to require production airplanes to fully comply with 14 CFR 25.901(c) 
and 14 CFR 25.981(a)(3) is outside the scope of this rulemaking. In 
addition, the FAA has implemented requirements for all large transport 
airplanes produced after September 2010 to include flammability 
reduction methods for tanks that would otherwise be high-flammability 
fuel tanks. Boeing incorporated this change into the Model 777 series 
airplanes that are still in production and the FAA has excluded those 
models from the applicability of this AD. The FAA has not changed this 
final rule regarding this issue.

Request To State That an Exemption Is Required

    Boeing requested that paragraph (h) of the proposed AD be revised 
to state that an exemption is required to accomplish the specified 
actions. Boeing stated that the FAA has identified that the BITE 
procedure and wire separation design changes specified in the proposed 
AD are not sufficient for compliance to 14 CFR 25.981(a) at the FQIS 
level. Boeing stated that an exemption is therefore needed prior to 
approval of the related design change.
    The FAA agrees to clarify. The BITE check is not a type design 
change or alteration, so no exemption from the airworthiness standards 
is required for that action. The design data approval of any partial 
wire separation modification would require an exemption. That exemption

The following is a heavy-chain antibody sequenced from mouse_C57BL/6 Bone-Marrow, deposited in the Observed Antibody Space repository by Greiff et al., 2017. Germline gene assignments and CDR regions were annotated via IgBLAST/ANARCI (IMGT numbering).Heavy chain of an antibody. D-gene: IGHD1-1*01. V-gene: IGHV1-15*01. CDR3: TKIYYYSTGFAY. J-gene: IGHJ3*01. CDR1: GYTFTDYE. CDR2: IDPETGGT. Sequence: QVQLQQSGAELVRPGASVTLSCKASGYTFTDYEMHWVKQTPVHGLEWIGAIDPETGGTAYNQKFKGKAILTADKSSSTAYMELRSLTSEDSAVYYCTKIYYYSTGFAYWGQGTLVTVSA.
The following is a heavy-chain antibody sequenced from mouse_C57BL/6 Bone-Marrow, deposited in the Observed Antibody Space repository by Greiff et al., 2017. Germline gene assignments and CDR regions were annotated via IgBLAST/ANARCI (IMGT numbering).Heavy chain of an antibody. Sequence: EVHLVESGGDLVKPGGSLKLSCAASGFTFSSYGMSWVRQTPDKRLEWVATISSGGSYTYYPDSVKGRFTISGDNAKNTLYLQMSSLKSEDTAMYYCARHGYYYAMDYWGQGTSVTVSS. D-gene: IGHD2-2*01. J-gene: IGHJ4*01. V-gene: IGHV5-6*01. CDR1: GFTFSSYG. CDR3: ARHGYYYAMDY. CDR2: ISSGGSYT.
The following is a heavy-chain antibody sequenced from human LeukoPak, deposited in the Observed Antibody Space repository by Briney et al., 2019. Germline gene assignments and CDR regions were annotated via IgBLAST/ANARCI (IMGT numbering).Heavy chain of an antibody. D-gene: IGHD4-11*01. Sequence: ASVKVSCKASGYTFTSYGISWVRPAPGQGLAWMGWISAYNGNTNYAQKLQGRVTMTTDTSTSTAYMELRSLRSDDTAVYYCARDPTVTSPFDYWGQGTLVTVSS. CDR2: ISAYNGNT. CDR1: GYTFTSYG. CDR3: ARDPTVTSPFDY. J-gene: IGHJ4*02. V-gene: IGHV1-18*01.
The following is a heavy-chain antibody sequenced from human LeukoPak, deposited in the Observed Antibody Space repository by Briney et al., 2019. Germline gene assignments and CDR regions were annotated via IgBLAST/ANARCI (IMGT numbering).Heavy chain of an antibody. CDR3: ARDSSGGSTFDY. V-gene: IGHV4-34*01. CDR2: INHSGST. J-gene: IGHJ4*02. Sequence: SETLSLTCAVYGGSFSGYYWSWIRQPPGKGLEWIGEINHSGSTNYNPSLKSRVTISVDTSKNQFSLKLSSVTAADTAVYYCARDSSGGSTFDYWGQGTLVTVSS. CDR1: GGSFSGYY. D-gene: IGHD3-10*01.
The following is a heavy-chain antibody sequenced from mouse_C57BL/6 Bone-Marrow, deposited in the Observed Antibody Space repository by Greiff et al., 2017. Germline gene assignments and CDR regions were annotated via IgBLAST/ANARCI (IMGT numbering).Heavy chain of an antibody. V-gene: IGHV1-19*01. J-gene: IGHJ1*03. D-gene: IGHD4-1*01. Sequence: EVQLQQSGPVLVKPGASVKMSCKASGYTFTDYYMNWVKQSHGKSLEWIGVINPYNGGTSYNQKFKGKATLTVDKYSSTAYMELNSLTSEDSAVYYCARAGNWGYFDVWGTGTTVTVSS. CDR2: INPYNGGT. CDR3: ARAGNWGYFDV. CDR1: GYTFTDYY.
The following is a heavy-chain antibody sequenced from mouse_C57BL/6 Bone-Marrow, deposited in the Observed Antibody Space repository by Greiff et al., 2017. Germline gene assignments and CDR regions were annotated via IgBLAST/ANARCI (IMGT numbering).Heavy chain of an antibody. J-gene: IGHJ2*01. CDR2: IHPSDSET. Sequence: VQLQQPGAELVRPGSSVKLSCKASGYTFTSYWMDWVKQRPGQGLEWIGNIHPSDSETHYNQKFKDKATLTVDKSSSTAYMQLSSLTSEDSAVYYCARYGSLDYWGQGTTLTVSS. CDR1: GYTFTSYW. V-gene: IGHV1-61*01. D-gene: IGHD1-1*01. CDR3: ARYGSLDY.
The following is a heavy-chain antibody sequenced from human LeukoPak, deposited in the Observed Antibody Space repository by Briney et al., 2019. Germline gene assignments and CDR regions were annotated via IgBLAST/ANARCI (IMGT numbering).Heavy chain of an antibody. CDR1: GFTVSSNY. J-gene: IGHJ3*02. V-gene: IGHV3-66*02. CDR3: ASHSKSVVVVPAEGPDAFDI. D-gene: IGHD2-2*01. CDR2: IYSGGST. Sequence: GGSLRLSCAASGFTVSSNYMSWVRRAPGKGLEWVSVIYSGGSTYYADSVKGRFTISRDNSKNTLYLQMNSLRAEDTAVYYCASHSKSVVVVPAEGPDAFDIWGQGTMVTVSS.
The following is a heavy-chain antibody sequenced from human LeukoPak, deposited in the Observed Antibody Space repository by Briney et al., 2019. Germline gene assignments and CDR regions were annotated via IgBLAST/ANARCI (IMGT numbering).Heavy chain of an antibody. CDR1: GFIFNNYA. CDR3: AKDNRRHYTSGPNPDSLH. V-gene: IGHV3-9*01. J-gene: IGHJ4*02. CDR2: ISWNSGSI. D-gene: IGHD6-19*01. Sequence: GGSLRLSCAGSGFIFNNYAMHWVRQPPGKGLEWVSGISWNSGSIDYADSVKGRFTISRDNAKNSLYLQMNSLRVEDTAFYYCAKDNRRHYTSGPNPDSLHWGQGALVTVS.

would be obtained by the party seeking approval of the alteration data, 
and no further exemption would be required for the party using that 
data to alter an aircraft. Obtaining such an exemption would be part of 
the certification process for such a change, so the FAA does not find 
it necessary to include such information in paragraph (h) of this AD. 
In addition, some parties may choose to comply with the AD using a 
design change that fully complies with the airworthiness standards. The 
FAA also notes that the commenter appears to misunderstand why an 
exemption is needed for the required modification. The exemption is 
needed because, even with the modification, the FQIS does not comply 
with 14 CFR 25.901(c) and 14 CFR 25.981(a). The exemption does not 
authorize evaluation of a partial system for compliance with the system 
level requirement. The FAA has not changed this AD regarding this 
issue.

Request To Change Compliance Time Relative to Receipt of Exemption

    Boeing requested that the FAA revise the compliance time for the 
proposed AD to ``60 months after an exemption from [14 CFR 
25.981(a)(3)] is FAA-approved.'' Boeing suggested that it would take 6 
months to develop an exemption petition and 6 months for the FAA to 
approve that exemption. Boeing added that the FAA has previously 
identified that the BITE checks procedure and wire separation design 
were not sufficient for compliance with 14 CFR 25.981(a)(3).